This not only increases discoverability of shared terminals for new users (they don't have to learn any Live Share-specific gestures), but it also enables host's to seek help from someone, knowing that they can share their current terminal state, as opposed to needing to create a new shared terminal. Since terminals are such a core part of modern development, we wanted to make sure that using them for collaboration was as simple as possible.

    For security purposes, user's can disable auto-shared terminals by setting the liveshare.autoShareTerminals setting to false. When set, no terminals will be automatically shared, and you can continue to use the existing Share Terminal command in the explorer view and command palette.

  2. Sharing split-terminals (#308) 🔥- As a result of resolving #506, the host can now take advantage of VS Code's split terminals support (yay!), and have those split terminals automatically shared with guests. This wasn't previously possible, since the Share Terminal command would create a new, non-split terminal. So we're excited to allow hosts to have the flexibility of using/creating terminals as they would outside of a Live Share session, as opposed to needing to adjust their behavior in order to collaborate.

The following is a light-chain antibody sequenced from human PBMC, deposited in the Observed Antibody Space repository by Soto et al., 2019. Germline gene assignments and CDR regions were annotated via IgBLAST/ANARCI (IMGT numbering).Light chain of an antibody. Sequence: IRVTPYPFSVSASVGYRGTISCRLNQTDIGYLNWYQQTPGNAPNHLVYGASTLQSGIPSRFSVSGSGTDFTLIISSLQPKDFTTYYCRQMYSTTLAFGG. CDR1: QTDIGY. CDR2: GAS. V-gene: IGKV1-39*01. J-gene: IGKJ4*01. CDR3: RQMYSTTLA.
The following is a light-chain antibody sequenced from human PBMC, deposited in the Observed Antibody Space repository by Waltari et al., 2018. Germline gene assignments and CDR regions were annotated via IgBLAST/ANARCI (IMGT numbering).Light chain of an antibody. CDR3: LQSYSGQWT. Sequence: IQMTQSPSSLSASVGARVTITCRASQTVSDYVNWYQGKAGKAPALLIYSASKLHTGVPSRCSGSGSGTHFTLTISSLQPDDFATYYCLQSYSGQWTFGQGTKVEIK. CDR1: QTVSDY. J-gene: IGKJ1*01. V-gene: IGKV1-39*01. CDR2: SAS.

3. Sharing terminals created by extensions (#123) - As a result of resolving #506, the host can now share terminals that are created by extensions, as opposed to only being able to share terminals that they explicitly created. This enables a bunch of new scenarios, such as sharing the terminal output created by clicking a 'Run Test' CodeLens, or sharing an Azure Cloud Shell that is spawned by the Azure Account extension. After this and #308, there are now no terminals within VS Code that couldn't be shared, which is a big milestone for enabling universal/arbitrary collaboration workflows.